Your doctor has mentioned that you have uterine fibroids, but what does that mean? And will they affect your fertility? That depends on a few factors.
Fibroids range in size from tiny to large, and their size determines how much they impact you. Some may not cause symptoms at all but others can seriously affect your quality of life and your fertility. Here, the team at Darin L.Weyhrich, MD, explains more about fibroids and fertility.
What are fibroids?
Uterine fibroids are usually noncancerous tumors that grow in your uterus. Fewer than 1 in 1,000 fibroids are cancerous.
There are four different types of uterine fibroids:
- Intramural (which grow in the wall of the uterus)
- Subserosal (which grow on the outside of the uterus)
- Submucosal (these grow in the uterine cavity)
- Pedunculated (these grow outside of the uterus and are attached by a stem)
Fibroids range in size from as small as a seed to as large as a grapefruit. You can also have more than one.
The symptoms of fibroids
While your fibroids may not present any symptoms, you may have problems that indicate their presence. Some of the symptoms of fibroids (especially large ones) include:
- A feeling of abdominal fullness
- Chronic discharge from your vagina
- Bleeding between periods
- Problems urinating
- Heavy periods, long periods, or menstrual pain
- Lower back pain
- Pain during sexual intercourse
These symptoms tend to fade after menopause for most women, because the absence of hormones causes the symptoms to disappear.
How fibroids can affect your fertility
If you don’t have symptoms associated with your fibroids, they may not affect your fertility at all. However, some fibroids can impact your fertility and your pregnancy in some of the following ways:
- Abnormal placentas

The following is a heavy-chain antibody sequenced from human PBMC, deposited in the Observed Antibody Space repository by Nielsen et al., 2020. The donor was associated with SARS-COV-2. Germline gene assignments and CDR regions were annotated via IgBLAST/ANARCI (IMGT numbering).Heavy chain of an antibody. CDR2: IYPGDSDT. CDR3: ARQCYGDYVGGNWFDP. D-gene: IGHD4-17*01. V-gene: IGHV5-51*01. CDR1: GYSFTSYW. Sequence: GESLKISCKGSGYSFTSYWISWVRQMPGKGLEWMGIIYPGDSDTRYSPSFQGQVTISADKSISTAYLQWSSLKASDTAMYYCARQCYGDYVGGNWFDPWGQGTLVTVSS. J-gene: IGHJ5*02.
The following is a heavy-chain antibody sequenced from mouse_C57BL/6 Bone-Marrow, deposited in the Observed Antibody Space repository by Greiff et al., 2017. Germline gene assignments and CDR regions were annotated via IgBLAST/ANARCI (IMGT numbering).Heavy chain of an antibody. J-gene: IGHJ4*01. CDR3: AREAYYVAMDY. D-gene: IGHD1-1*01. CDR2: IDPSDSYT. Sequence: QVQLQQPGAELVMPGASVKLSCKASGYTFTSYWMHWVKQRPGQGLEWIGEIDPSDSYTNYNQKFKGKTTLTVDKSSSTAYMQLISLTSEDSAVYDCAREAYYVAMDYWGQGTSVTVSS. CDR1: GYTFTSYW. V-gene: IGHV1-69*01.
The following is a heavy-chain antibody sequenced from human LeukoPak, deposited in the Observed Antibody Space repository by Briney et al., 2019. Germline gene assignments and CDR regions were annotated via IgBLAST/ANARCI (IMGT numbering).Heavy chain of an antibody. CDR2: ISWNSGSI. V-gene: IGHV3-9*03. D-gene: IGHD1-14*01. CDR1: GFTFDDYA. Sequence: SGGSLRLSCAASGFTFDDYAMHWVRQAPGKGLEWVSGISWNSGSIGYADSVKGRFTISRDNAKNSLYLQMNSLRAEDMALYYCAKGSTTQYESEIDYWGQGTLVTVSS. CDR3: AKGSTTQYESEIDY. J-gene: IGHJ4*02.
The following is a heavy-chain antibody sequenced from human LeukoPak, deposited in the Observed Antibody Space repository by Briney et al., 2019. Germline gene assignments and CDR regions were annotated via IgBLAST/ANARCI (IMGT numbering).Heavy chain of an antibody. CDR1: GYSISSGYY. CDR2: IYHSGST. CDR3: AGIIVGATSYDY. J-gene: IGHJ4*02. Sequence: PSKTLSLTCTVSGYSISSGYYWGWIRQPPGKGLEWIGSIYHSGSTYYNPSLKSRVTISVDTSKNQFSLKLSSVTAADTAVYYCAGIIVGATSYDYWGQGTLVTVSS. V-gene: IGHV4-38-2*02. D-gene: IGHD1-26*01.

- Bleeding early in your pregnancy
- Breech presentation
- Increased likelihood of needing a Cesarean section
- Placental abruption
- Pain in the second and third trimester, especially with larger fibroids
- Postpartum hemorrhage
- Slow or delayed labor
- Delivery before term
The type and size of your fibroids, along with other haleth variables, determine whether they will impact your fertility.
Fibroids and infertility
Fibroids are the most common tumor affecting women, and they seem to be linked to infertility. However, which type of fibroids you have determines whether or not they will affect your fertility and how they should be treated.
Intramural fibroids appear to be associated with infertility, though the recommendation of what to do about them remains unclear.
Submucosal fibroids have the greatest negative impact on fertility. Pregnancy and live birth rates tend to be low for women with this type of fibroid, although removing them may offer some benefit.
Subserosal fibroids are usually not implicated in infertility, and removal isn’t recommended.
Some fibroids may also increase your risk of miscarriage, especially if they’re large or located in certain places in your uterus.
How we treat fibroids
We normally discover fibroids during a pelvic exam, and we confirm the diagnosis with one of the following methods:
- Computerized tomography (CT) scan
- Hysterosalpingography (HSG)
- Magnetic resonance imaging (MRI)
We may decide to remove your fibroids, especially if they’re causing symptoms or you’re experiencing miscarriages. Removing fibroids is done surgically in a procedure called a myomectomy.
If you have fibroids and are experiencing symptoms, schedule an appointment for an evaluation. Contact our team at Darin L. Weyhrich, MD, or request an appointment online.